This year I was presented with the opportunity to become a member of the walk committee for our community Out of the Darkness Walk, and it was the best decision I have ever made. The Out of Darkness Walks, developed by the American Foundation for Suicide Prevention, are community walks to raise awareness and funds for suicide and suicide prevention. Although being the youngest member on the board made some tasks harder to fulfill, everyone was accepting and wanted me to find my place throughout the event.

At 8:30AM on Sunday, October 9th, the walk had arrived. We began setting up tables, and this was when I first experienced how eager all of the other members were to help and support one another along the way. I knew this day would be filled with ups and downs, but I was grateful to have so many amazing people there with me. I had started a team at my school, so I knew certain students would be there along with my sister, former teachers and counselors, but it was nice to be surrounded by so many others, too.

The amount of people who showed up to walk in honor of loved ones, their own personal struggles and simply to volunteer their time was amazing. No one was afraid to show their real self. One detail I noticed throughout the walk was that when you asked someone how they were doing, you didn’t receive the normal “good” or “fine” response; instead they answered honestly and with love. I began to realize through that simple act that it is okay to express how you are truly feeling and that people do care and want to help you.

I realized that day that I am not alone on this journey. While it is saddening to know such a large number of people have faced this terrible loss, it is also comforting to know others have also experienced this pain. The loss of a loved one or friend to suicide changes you and it unites those who have faced the pain together, regardless of who you are or where you’re from. During the walk, not just as a staff member but as a walker, I got out of my comfort zone, I hugged total strangers and connected with people who I wouldn’t have ever met otherwise.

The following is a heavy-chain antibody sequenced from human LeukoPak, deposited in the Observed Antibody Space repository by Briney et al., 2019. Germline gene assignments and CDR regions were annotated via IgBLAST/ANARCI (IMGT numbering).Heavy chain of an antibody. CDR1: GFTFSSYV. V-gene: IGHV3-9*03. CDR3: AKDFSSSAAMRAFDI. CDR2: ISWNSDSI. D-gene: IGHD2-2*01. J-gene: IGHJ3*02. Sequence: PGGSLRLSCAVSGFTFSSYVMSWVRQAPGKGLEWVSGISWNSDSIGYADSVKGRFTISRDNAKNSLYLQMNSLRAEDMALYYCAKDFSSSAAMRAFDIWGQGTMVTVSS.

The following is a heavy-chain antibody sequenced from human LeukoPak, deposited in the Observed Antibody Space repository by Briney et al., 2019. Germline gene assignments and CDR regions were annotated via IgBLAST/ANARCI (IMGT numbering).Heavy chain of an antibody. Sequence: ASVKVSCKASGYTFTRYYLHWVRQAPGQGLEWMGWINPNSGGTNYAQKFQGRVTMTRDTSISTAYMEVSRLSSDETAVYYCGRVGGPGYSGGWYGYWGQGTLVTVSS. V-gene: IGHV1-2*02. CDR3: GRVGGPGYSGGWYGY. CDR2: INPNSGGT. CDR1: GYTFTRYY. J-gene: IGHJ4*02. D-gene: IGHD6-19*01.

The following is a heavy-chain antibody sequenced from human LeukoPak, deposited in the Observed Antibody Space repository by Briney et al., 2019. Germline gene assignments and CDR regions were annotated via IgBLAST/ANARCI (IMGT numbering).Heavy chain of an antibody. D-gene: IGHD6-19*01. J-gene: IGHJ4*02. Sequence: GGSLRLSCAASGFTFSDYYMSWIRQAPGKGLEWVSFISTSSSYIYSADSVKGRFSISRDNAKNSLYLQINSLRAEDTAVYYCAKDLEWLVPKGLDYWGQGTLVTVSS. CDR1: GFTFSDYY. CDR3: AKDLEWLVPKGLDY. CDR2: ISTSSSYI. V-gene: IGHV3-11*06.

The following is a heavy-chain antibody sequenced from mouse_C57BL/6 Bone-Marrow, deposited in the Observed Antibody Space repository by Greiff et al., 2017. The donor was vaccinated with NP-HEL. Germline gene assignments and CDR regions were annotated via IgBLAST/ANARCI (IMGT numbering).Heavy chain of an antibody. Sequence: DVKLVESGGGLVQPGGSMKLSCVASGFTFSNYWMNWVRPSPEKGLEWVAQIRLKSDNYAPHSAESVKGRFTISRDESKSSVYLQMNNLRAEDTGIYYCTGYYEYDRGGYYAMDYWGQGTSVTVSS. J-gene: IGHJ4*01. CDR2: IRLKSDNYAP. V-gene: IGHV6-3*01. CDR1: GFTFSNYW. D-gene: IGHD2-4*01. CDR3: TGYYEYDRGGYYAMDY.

Being in such a connected and close environment opens up the pain you’ve felt, whether or not you have tried to hide it. I let myself cry some when the walk began and I told myself that it is okay to feel, that is why you are here.

The beading ceremony was one of the hardest parts, but standing in front of my community honoring my mother’s life was a blessing. As they read her name aloud, I was engulfed in sadness. Rarely do I hear her full name said aloud in any setting, but that one made it even harder. At that point I knew I had to keep myself from crying as I was up there but I still allowed myself to feel those emotions and accept the pain. It is a good thing to feel.

I wore blue beads in support of suicide prevention and I wore gold beads in honor of my mother. I wore purple beads because I have lost a friend/family member. I wore red beads because I’ve had loved ones attempt. I wore teal beads because my loved ones have struggled. And finally, I wore green beads for my own personal struggle, that I continue to battle everyday. Since being diagnosed with PTSD, Major Depressive Disorder and Anxiety Disorder, I have been able to recognize triggers and emotions and figure out my pain but still, there are days when I do not see a reason for taking another breath and continuing on. I struggle on and off.

That’s why I’m so thankful for these walks. Even though the day was filled with ups and downs as my sister, Danielle, and I walked in honor of our guardian angel, our mom, it was worth it. These past three years haven’t been easy but through helping others and honoring her life, I’ve been able to find purpose. I am beyond grateful for everyone who came that day and I don’t know what I would do without these amazing people in my life. The day of the walk brought those who have struggled with the loss of a loved one to suicide together, to remind them that they are not alone in this journey. It was also a time to reflect on our own individual experiences as well as provide resources and hope to those who are currently struggling. Those who walked and volunteered their time are helping to put an end to the stigma surrounding suicide and mental illness.

I am beyond grateful for these wonderful people in my life and I wouldn’t be where I am today without them always by my side.


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